Russell Wilson’s contract extension removes the Broncos from long-term Super Bowl contention


Russell Wilson
Aug 27, 2022; Denver, Colorado, USA; Denver Broncos quarterback Russell Wilson (3) prior to the start of the game against the Minnesota Vikings at Empower Field at Mile High. Mandatory Credit: Ron Chenoy-USA TODAY Sports

The Denver Broncos organization is probably ecstatic after signing the new Russell Wilson contract extension.

Finally, after years of purgatory following Peyton Manning’s retirement, they’ve locked up an All-Pro and consensus top ten player at the most important position in sports. The Denver Broncos got their quarterback.

Will the Russell Wilson contract extension lead to a Super Bowl?

On September 1st, Wilson signed a contract extension that will keep him in Denver through 2028, when he turns 40 years old. He has two years remaining on his current deal — the cap hit for this season is $24 million and then $27 million next year. After that, it balloons to an average salary of $49 million per season. At $165 million guaranteed, it’s the third highest contract in the NFL, behind only Kyler Murray and Deshaun Watson.

What does that mean?

Their window will most likely close if the Denver Broncos don’t put a Super Bowl-caliber roster around Russell Wilson next offseason. Until 2024, Wilson will make less than 12% of the cap. That’s a great deal for a player of Wilson’s caliber. That gives the Broncos a ton of roster flexibility, but they’ll have to strike while the iron is hot.

After that, Russell Wilson’s contract extension will cause his salary to take up well over 20% of the cap. No team has ever won a Super Bowl paying a single player 15% of their total cap space. Unlike basketball, where a one guy can have an outsized impact on the game, that’s not possible in the NFL.

NFL teams have to roster 53 players and start 22 of those guys. For a quarterback to be successful, he needs a healthy ecosystem — an offensive line that doesn’t leave him running for his life and receivers he can trust. However, even that only assures success in one facet of the game. Ask Aaron Rodgers and the Green Bay Packers how hard it is to win a championship when only one side of the ball holds up their end of the deal.

Denver Broncos roster

This Denver Broncos defense gets a lot of hype, but they don’t have near the talent of the 2012 team that added Peyton Manning. And they definitely don’t have the horses the 2015 Super Bowl team had.

According to ESPN’s Pass Rush Win Rate (which tracks how often pass-rushers beat their blocker in under 2.5 seconds), the Broncos ranked dead last in the league. On top of that, they were middle of the pack in most counting stats – sacks, sack percentage, yard per play, and interceptions – they were ranked 15th or worse. They’re a league-average defense, and their premiere pass-rusher, Bradley Chubb, is often injured and peaked in his rookie season.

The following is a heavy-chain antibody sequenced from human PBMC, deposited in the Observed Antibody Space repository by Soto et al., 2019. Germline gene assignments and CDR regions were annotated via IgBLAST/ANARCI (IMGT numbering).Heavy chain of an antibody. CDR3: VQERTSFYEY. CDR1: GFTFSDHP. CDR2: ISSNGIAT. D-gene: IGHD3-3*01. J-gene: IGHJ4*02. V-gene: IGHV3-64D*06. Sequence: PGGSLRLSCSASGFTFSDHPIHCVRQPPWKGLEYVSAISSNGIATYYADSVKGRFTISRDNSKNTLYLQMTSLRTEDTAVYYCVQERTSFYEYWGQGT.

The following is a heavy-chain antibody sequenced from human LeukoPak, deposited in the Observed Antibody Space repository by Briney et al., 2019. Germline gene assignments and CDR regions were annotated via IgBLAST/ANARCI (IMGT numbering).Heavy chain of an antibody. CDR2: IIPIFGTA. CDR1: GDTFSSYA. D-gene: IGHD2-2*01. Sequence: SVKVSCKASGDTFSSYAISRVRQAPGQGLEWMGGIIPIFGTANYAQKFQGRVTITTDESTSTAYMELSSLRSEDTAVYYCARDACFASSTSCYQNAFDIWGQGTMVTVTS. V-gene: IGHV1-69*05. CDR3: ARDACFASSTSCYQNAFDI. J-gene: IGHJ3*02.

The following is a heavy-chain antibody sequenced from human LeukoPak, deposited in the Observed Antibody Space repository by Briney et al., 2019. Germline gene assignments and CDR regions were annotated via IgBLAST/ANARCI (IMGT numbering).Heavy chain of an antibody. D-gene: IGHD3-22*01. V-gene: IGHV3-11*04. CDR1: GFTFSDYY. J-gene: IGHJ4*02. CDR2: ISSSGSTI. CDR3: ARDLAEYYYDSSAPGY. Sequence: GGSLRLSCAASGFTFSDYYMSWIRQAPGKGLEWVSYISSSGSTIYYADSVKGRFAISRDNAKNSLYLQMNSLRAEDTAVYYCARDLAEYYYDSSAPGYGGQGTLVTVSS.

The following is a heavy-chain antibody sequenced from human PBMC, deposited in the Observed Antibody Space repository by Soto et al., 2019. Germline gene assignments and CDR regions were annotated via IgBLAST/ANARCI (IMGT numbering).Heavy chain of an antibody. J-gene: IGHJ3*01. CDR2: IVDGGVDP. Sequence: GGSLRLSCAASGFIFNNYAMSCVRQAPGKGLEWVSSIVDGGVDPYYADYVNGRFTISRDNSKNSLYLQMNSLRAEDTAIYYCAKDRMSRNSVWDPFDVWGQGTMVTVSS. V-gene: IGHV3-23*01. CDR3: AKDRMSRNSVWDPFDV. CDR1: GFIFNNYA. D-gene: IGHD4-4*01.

They spent the fifth overall pick on Chubb, and because they’ve traded away their first and second-round picks in 2022 and 2023, they’ll have to nail later-round draft picks to bolster the pass rush. Not an easy task — even first-round picks only hit at about a 30% success rate (success being signing a second contract with the team that drafted them). That number drops off exponentially past the second round.

The offense is much less of a concern. Both Courtland Sutton and Jerry Jeudy are highly rated at Pro Football Focus (PFF) and will thrive with a quarterback who can take advantage of their deep threat ability. On top of that, PFF ranked Denver’s offensive line as top ten in the league, and both Teddy Bridgewater and Drew Lock were near the top of the league in time to throw. Russell Wilson is probably jumping with joy after the trash o-lines Seattle saddled him with the last decade.

Final verdict

Russell Wilson’s Broncos contract isn’t among the worst NFL contracts of all time, but it will severely hinder Denver’s ceiling.

The offense will take care of itself. There’s no evidence that Wilson has taken a step back as a quarterback, but that alone isn’t enough to win a Super Bowl. It’s been shown repeatedly that teams tying up too much cap space on one player have a limited ceiling.

The Broncos will be better, but an average defense and Russell Wilson’s contract extension remove them from Super Bowl contention.





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Aug 27, 2022; Denver, Colorado, USA; Denver Broncos quarterback Russell Wilson (3) prior to the start of the game against the Minnesota Vikings at Empower Field at Mile High. Mandatory Credit: Ron Chenoy-USA TODAY Sports The Denver Broncos organization is probably ecstatic after signing the new Russell Wilson contract extension. Finally, after years of purgatory…